OSWEGO — Kestas Bendinskas of chemistry and Juan Perdiguero of art have earned the President’s Award for Scholarly and Creative Activity at SUNY Oswego, while Christopher Chandler of biological sciences received the Provost’s Award for Scholarly and Creative Activity.
The President’s Awards honor tenured faculty for exemplary mastery of subject matter, effectiveness in teaching, and scholarly and creative achievements; the Provost’s Award similarly honors a junior faculty member. Awards will be formally presented at a date to be determined.
“Dr. Bendinskas is a productive scholar, an internationally recognized scientist, a scholarly and creative activities advocate in academic and non-academic settings, an environmental scientist and a caring mentor to a large number of undergraduate and graduate students,” wrote his nominator, said Alok Kumar, distinguished teaching professor of physics. “His accomplishments in teaching, scholarly activities and services to the university are exemplary. He sets an example for others to emulate.”
Bendinskas joined SUNY Oswego in 2003 to create the biochemistry program, which currently has 122 majors. He has attracted more than $5 million in research funding from such agencies as the National Science Foundation, National Institutes of Health and National Institute of Environmental Health Sciences, Kumar said.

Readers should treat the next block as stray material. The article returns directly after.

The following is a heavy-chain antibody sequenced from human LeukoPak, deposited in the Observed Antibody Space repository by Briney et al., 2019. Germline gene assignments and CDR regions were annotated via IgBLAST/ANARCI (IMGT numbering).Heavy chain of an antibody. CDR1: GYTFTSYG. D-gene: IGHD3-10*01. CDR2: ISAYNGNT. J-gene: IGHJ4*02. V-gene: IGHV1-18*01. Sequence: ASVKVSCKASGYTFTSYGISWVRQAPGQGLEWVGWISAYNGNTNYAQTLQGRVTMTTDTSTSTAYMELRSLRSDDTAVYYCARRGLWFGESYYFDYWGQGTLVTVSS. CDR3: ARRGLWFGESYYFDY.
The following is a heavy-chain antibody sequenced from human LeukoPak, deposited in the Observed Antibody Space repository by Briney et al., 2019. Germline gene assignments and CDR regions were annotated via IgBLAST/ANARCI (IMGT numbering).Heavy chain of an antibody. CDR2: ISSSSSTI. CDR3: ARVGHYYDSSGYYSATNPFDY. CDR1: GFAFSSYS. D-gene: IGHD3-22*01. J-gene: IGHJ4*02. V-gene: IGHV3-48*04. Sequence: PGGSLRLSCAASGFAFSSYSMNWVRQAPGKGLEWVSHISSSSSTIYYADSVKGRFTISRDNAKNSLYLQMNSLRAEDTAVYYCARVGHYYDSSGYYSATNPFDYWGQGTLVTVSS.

He is principal investigator in a study with multiple publications contributing to understanding the interactions of toxic metals and proteins (proteomes) in human blood. Bendinskas also has led a long-running study at Oswego on the detection of date-rape drug GHB. He also has been a co-principal investigator (with former Oswego faculty member Brooks Gump) on numerous widely published studies establishing correlations between metals, cardiovascular and sleep parameters, lipids and inflammatory markers in children.
In his time at Oswego, Bendinskas has worked with 15 master’s-level students, more than 60 undergraduates and several high school students to provide research experience, and has published 14 articles in peer-reviewed journals, Kumar noted.
Bendinskas also serves as primary editor of the American Journal of Undergraduate research. The current director of the college’s Mass Spectrometry and Proteomics Center, Bendinskas also has had key leadership roles in the Scholarly and Creative Activities Committee and Sigma Xi research honor society at Oswego, as well as organizing a number of talks and events on campus.
“His strong national and international reputation brings a great deal of esteem to the department and college,” wrote Perdiguero’s nominator, Cynthia Clabough, professor and chair of art. “Professor Perdiguero is an outstanding professor. The student work coming out of his classes is incredibly strong and speaks to his ability to motivate students to push past their previous accomplishments. … His assignments are innovative, thought provoking, and intellectually demanding.”